States are growing increasingly assertive in pursuing taxes from out-of-state businesses. The trend will only intensify, thanks to federal cutbacks.

You can protect your company against state audits. Just listen to Connie Cummings, chief financial officer of $28-million Business Wire, a media-relations wire service that is headquartered in San Francisco but files tax returns in the 13 states where the company maintains offices.

"We've gone through many state audits -- last year alone, probably half a dozen," Cummings says. "They can be very confusing because state laws differ so significantly, and some states are much more aggressive than others." Her advice to other companies:

· Keep comprehensive records. "States -- especially in the South -- chase after you for sales taxes that they claim you owe. If you disagree, it helps if you can document where you purchased, physically assembled, or shipped the equipment in question."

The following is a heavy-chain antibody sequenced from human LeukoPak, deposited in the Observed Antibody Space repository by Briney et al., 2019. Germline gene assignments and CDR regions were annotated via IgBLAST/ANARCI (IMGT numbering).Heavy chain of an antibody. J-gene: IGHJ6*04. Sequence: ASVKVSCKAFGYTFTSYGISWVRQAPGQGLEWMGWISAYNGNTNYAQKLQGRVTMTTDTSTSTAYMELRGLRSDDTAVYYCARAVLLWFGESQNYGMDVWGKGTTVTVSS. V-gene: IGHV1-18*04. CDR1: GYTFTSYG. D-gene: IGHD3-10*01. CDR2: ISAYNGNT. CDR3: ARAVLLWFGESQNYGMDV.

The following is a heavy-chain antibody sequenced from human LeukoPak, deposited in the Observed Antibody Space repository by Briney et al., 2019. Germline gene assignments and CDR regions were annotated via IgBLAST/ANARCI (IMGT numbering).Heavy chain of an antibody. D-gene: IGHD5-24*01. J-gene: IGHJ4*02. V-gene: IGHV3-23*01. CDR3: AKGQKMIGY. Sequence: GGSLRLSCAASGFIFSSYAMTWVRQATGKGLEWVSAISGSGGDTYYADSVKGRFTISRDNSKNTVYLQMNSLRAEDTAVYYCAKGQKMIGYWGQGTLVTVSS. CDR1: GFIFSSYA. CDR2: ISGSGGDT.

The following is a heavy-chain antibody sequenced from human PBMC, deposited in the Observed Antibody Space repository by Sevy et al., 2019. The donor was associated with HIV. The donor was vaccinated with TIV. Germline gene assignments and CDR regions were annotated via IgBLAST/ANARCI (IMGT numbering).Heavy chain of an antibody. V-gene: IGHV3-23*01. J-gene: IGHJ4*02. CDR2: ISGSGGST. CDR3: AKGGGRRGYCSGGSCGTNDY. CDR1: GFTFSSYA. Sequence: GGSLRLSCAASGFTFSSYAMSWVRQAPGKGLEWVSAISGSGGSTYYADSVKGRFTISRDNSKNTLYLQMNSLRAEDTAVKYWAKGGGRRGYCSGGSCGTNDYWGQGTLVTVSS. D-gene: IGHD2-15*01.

· Investigate state laws before making business decisions. "Rules vary so widely that you can't count on, say, a vendor to give you the right information. The consequences of acting on bad information can be costly: if you even inadvertently pay the wrong amount of sales tax, you may be liable for penalties."

· Use local advisers when necessary. "We're appealing a Tennessee decision that could cost us a lot, so it made sense to hire a local attorney who knows the intricacies of Tennessee's tax law. You have to evaluate that option with each audit."